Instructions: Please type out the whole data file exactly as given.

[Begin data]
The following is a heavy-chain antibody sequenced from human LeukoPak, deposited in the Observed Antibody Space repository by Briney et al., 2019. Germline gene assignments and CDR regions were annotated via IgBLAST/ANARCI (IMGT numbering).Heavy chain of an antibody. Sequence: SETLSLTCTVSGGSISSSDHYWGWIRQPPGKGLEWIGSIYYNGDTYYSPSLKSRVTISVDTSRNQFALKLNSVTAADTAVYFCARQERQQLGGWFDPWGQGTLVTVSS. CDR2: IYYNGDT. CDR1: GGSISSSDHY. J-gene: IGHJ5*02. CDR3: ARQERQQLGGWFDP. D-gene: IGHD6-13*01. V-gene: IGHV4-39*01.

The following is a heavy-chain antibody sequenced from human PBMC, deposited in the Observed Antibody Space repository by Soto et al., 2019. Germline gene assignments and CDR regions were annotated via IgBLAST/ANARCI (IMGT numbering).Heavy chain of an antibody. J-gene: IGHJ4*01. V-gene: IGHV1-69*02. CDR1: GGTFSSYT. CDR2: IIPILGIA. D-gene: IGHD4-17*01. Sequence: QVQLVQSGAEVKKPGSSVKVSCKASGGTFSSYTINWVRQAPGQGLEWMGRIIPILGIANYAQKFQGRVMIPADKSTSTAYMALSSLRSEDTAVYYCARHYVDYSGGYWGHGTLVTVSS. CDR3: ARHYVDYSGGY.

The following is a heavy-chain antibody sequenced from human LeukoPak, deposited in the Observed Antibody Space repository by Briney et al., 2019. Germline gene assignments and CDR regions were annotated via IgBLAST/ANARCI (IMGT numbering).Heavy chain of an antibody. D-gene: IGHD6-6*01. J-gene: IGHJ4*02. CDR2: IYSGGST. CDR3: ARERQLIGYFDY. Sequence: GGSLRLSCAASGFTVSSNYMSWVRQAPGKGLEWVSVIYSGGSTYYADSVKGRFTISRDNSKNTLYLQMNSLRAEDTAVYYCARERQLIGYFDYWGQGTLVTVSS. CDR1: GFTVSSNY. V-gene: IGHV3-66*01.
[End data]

The following is a heavy-chain antibody sequenced from human LeukoPak, deposited in the Observed Antibody Space repository by Briney et al., 2019. Germline gene assignments and CDR regions were annotated via IgBLAST/ANARCI (IMGT numbering).Heavy chain of an antibody. Sequence: SETLSLTCTVSGGSISSSDHYWGWIRQPPGKGLEWIGSIYYNGDTYYSPSLKSRVTISVDTSRNQFALKLNSVTAADTAVYFCARQERQQLGGWFDPWGQGTLVTVSS. CDR2: IYYNGDT. CDR1: GGSISSSDHY. J-gene: IGHJ5*02. CDR3: ARQERQQLGGWFDP. D-gene: IGHD6-13*01. V-gene: IGHV4-39*01.

The following is a heavy-chain antibody sequenced from human PBMC, deposited in the Observed Antibody Space repository by Soto et al., 2019. Germline gene assignments and CDR regions were annotated via IgBLAST/ANARCI (IMGT numbering).Heavy chain of an antibody. J-gene: IGHJ4*01. V-gene: IGHV1-69*02. CDR1: GGTFSSYT. CDR2: IIPILGIA. D-gene: IGHD4-17*01. Sequence: QVQLVQSGAEVKKPGSSVKVSCKASGGTFSSYTINWVRQAPGQGLEWMGRIIPILGIANYAQKFQGRVMIPADKSTSTAYMALSSLRSEDTAVYYCARHYVDYSGGYWGHGTLVTVSS. CDR3: ARHYVDYSGGY.

The following is a heavy-chain antibody sequenced from human LeukoPak, deposited in the Observed Antibody Space repository by Briney et al., 2019. Germline gene assignments and CDR regions were annotated via IgBLAST/ANARCI (IMGT numbering).Heavy chain of an antibody. D-gene: IGHD6-6*01. J-gene: IGHJ4*02. CDR2: IYSGGST. CDR3: ARERQLIGYFDY. Sequence: GGSLRLSCAASGFTVSSNYMSWVRQAPGKGLEWVSVIYSGGSTYYADSVKGRFTISRDNSKNTLYLQMNSLRAEDTAVYYCARERQLIGYFDYWGQGTLVTVSS. CDR1: GFTVSSNY. V-gene: IGHV3-66*01.